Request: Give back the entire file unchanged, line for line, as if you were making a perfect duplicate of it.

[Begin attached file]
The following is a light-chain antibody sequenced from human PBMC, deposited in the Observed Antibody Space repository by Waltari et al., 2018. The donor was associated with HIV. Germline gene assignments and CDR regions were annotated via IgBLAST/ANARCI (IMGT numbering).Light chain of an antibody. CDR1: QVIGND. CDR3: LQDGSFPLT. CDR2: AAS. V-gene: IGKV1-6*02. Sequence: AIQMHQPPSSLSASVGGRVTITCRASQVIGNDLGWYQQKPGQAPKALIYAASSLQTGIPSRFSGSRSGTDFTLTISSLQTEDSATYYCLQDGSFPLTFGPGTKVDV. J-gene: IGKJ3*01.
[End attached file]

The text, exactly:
The following is a light-chain antibody sequenced from human PBMC, deposited in the Observed Antibody Space repository by Waltari et al., 2018. The donor was associated with HIV. Germline gene assignments and CDR regions were annotated via IgBLAST/ANARCI (IMGT numbering).Light chain of an antibody. CDR1: QVIGND. CDR3: LQDGSFPLT. CDR2: AAS. V-gene: IGKV1-6*02. Sequence: AIQMHQPPSSLSASVGGRVTITCRASQVIGNDLGWYQQKPGQAPKALIYAASSLQTGIPSRFSGSRSGTDFTLTISSLQTEDSATYYCLQDGSFPLTFGPGTKVDV. J-gene: IGKJ3*01.